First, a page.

Tips and Tricks: Behavior

Oh boy oh boy have we had some increases in undesired behaviors from ALL of our children during this wild quarantine time.  This tells me a couple of things: we are all stressed, adults and children alike. 

Adults are pretty good at knowing what they need to feel better: a snack, a run, a shower, screaming into a pillow, listening to music.  These all fill some sort of sensory need.  I tend to like to go for a run. Maybe my body needs sensory input with the pounding on pavement. Maybe I need to be outside where it's quiet.  I'm not fully sure, but I do know that I tend to feel better afterward. 

Our "neurotypical" children also do a decent job of letting us know what they need.  Though during this time, we might not be able to give it to them (socialization, taking a trip, seeing friends...all things that are hard to come by right now).

Our children (and adults) with ADHD are having heightened symptoms. Did you know that emotional dysregulation is a symptom of ADHD?  This is true for both males and females.  Females tend to "fall apart" and males tend to "blow up", but both behaviors can occur in either gender. 

Our children with autism are feeling especially anxious.  They thrive on routine, predictability, consistency.  The pandemic has brought us none of that...and it has been a hot mess at our house!  Thankfully, I have been able to find and create some resources that have helped within our household. 

First, for our neurotypical children and adults: make sure you have some sort of schedule in place. This could be a simple to do list, a planner, a calendar, etc.  For our children (and adults) with ADHD, offer a little more visual support and plan to change things up often.  I've found my children with ADHD get used to one method of keeping track of things, then it disappears...they enjoy and thrive with novelty.  Some things that have worked: The Brili App, the Cozi Calendar , Alexa routines, and old-fashioned block schedules (checklists).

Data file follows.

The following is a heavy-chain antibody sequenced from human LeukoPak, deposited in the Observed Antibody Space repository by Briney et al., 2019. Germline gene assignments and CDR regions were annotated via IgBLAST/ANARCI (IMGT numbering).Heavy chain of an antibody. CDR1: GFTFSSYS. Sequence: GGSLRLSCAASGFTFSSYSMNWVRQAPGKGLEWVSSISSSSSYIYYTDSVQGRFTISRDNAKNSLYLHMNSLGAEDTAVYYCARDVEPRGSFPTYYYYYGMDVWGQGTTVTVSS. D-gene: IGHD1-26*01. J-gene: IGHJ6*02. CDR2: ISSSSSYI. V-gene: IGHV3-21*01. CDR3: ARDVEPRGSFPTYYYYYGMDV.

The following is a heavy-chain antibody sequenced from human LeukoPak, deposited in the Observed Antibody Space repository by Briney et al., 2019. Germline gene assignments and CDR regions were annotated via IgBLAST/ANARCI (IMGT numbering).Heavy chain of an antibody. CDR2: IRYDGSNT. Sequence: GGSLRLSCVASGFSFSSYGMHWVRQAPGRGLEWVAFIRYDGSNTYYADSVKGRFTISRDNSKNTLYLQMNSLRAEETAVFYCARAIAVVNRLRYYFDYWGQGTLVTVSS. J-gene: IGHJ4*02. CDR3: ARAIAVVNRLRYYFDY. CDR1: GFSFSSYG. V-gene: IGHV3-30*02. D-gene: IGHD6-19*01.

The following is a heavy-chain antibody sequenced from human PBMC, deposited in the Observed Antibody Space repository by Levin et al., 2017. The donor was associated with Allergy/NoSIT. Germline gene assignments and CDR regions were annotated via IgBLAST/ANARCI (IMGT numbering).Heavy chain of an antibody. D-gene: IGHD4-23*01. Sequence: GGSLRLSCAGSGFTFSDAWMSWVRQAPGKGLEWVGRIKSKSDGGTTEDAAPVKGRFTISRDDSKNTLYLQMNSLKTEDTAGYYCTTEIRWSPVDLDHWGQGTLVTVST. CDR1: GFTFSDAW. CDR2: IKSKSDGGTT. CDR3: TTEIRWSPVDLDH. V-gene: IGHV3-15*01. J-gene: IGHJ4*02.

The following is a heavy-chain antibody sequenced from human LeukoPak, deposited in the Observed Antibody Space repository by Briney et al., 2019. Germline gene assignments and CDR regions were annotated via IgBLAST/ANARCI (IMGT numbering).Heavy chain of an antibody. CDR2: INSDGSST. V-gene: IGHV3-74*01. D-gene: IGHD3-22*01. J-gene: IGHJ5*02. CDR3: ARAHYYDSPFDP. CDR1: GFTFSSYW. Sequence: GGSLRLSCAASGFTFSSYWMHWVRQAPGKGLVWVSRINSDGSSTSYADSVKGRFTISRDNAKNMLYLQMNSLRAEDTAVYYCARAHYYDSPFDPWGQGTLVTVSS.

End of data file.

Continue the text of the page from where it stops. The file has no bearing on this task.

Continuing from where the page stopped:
Now, for our dear, sweet boy who has the most on his shoulders: Lucas.  We have needed more for Lucas.  A LOT more.  He has been wild.  He is clearly not getting enough sensory input (he lost OT, swimming lessons, school, time with a care worker, etc.).  His body is letting us know that he is wired to go at all times of day.  There are holes in his dry wall. He has "beavered" around his bed with his teeth.  He has jumped naked in his bed with his clothes spinning on the ceiling fan.  Oh what fun!!! Throwing has always been an issue, but lately, whew.....

Here are some things I've put into place that have helped little Lucas (who has autism and ADHD). 

A schedule.  This is a must.  I've gone on and on about schedules before, but I'll say it again.  VISUALS VISUALS VISUALS.  Kids today are just plain visual learners.  I tend to think visuals are for nonverbal kiddos, but really, they're for us all!  You can read more about visual schedules and how to use them here

I have a set of visuals in a bundle on Teachers Pay Teachers. 
Ultimate Visual Schedule Set

I've also put together many resources to teach children what TO do.  This is hard sometimes.  As parents, it's instinctive to yell "no" and "STOP" all day long, but this becomes ineffective pretty quickly.  There are lots of options to use at home and several one page and book-style social stories on things like biting, throwing, etc.  I've also added some visuals to help with general communication (again, remember that even verbal children might need visuals to help express themselves).  These include sheets on feelings and sheets that have pictures to help cue "I want ___". 
Behavior Bundle (A Growing Resource)

My son has really enjoyed Boom Learning games.  I had a hard time thinking of a way to make behavior into a "game", but I did manage to turn a social story I Can Take Care of Things (no throwing) into an interactive "game".  You can find it here:

Hang in there, guys. This is really, really hard.  We can't get a break from each other within our household right now and that just plain wears any of us out, kids and adults alike.  Parents of all children are weary and those helping children with special needs are especially worn thin.  

If you look on Teachers Pay Teachers, I have lots of visuals that are free.  Let me know if you need something specific.  We might all be in the same storm, but we aren't in the same boat. I'm happy to help in any way I can.  

P.S. I'd like to give a shoutout to the makers of  Smarty Symbols.  They have been incredibly responsive in helping me to put together some sheets for basic hygiene and acts of daily living.  Their customer service has been wonderful; when I didn't find what I needed....they made it for me.  Can you believe that?  Definitely take a look at their work and website.  

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